You can walk into any toy store and buy a robot these days. No big deal. Back in 1939, a robot was an incredible oddity. That's why crowds flocked to see Elektro, a robot built by Westinghouse Electric for the New York World's Fair.
The talking Elektro described himself as a "smart fellow" with a "fine brain" consisting of 48 electrical relays that worked like a telephone switchboard.
Elektro was a bit of a smarty-pants, making lame jokes, smoking cigarettes, and blowing up balloons. Elektro could walk (slowly), move his mouth, and turn his head. This was pretty advanced stuff for the day. The 7-foot-tall creation took voice commands via a telephone handset.
Elektro lies low
Elektro disappeared into obscurity after touring the country and then passing time as a minor attraction at a California amusement park. Elektro's story could have ended there, but the big metal guy is now in line for a revival. Elektro's head turned up in a basement and his body in a barn.
The robot was pieced back together and is on display at the Mansfield Memorial Museum, where it's billed as the "oldest surviving American robot in the world."
Scott Schaut, curator of the museum, spent three grueling months building an Elektro replica by hand. The full-size replica is set to go on tour to other museums this year. Even the paint has been matched to Elektro's original color.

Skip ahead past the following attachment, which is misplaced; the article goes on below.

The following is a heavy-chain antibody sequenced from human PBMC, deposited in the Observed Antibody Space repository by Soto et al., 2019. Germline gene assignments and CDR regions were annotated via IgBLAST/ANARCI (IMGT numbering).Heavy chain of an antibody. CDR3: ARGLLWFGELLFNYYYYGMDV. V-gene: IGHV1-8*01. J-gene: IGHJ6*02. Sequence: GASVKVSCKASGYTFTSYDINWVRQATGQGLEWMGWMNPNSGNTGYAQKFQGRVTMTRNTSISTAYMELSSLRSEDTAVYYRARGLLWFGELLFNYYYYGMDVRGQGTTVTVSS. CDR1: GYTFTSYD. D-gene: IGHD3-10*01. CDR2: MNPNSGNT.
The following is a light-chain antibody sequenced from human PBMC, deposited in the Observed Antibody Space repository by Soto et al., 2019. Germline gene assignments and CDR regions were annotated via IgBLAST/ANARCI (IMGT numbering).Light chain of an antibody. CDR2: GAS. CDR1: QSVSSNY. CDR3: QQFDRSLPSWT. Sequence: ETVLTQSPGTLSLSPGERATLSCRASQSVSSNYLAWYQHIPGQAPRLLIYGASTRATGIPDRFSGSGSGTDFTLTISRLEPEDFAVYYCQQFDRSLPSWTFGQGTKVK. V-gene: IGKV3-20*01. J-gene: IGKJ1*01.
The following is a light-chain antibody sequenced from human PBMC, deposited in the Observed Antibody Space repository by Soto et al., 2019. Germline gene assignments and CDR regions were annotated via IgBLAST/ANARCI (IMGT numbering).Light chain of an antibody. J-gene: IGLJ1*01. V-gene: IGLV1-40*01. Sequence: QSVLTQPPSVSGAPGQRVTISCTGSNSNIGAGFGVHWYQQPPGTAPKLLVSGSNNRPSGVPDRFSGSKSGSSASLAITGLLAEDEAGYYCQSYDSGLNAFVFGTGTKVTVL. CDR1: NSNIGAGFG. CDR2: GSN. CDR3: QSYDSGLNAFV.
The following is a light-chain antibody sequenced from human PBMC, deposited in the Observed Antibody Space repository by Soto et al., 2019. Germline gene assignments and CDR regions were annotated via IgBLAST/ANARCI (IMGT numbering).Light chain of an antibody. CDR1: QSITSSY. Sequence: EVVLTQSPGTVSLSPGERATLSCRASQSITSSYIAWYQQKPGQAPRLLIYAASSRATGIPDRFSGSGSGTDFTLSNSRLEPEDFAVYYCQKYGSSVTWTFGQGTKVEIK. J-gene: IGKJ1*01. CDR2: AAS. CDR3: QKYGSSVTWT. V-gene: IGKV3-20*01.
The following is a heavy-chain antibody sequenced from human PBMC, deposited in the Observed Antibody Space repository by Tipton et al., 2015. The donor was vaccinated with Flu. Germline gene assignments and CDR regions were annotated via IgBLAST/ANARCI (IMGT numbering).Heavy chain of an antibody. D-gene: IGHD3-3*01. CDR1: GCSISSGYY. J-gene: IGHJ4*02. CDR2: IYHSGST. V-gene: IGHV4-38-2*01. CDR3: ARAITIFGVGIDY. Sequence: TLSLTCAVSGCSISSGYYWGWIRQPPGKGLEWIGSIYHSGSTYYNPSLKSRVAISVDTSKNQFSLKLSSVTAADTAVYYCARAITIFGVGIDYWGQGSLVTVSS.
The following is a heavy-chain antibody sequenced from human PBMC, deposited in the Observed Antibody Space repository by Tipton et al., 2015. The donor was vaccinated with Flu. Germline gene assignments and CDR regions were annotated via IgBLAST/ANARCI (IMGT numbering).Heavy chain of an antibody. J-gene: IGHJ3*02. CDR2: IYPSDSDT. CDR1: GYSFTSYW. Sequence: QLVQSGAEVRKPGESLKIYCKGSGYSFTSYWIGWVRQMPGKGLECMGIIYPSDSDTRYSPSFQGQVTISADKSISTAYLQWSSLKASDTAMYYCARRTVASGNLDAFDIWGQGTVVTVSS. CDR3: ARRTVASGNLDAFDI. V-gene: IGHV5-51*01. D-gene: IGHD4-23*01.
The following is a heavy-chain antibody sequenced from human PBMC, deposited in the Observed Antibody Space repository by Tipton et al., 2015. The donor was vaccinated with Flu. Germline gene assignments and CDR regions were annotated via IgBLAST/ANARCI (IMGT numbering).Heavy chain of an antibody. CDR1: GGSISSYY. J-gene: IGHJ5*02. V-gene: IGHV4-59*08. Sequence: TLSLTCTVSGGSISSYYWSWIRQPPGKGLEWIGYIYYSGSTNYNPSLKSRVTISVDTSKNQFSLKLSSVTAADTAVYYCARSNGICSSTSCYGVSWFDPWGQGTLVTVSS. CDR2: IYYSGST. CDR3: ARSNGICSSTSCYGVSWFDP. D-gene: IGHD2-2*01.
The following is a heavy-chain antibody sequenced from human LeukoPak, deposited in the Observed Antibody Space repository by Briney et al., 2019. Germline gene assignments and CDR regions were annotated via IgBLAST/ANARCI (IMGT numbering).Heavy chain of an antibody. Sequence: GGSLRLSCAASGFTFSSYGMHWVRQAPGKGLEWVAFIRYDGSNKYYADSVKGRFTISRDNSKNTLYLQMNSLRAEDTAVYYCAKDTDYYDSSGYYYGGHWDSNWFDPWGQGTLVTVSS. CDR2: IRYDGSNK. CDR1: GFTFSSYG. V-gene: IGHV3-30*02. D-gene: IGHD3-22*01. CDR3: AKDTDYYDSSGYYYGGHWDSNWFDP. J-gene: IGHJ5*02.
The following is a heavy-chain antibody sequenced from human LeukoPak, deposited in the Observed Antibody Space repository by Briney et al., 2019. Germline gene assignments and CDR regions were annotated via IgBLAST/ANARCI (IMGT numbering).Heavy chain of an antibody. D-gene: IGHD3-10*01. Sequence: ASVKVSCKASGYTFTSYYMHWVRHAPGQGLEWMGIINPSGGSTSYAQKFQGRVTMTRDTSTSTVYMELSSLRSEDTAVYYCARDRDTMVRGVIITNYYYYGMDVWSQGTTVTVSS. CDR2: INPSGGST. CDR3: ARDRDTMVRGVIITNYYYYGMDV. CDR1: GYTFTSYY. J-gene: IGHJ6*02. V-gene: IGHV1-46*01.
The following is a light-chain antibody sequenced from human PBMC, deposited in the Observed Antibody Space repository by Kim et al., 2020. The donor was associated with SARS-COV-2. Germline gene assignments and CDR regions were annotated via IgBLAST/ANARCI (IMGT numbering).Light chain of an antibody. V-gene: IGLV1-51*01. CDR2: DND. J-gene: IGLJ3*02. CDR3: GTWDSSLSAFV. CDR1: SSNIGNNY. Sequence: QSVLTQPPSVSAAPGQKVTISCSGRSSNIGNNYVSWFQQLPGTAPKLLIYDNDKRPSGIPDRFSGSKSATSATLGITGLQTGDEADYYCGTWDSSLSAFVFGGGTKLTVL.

A robot's revival
"I think that people are interested in Elektro because they really don't think of robots like Elektro in 1939," Schaut said in an e-mail to Crave. Schaut literally wrote the book on the history of Westinghouse robots. "The Robots of Westinghouse" is available through the museum.
"Most people have seen old movies and they know that there is a man inside moving him," Schaut said about the popular images of vintage robots like Robby the Robot from "Lost in Space."
There was no person hidden inside Elektro. He worked through vacuum tubes, motors, and pulleys. It was an impressive engineering achievement, especially considering the available technology in the 1930s.
If you can't make it to the Mansfield Memorial Museum, Schaut notes that the Elektro replica will be available to rent for special events. This would be way cooler than hiring a motivational speaker for your next corporate retreat.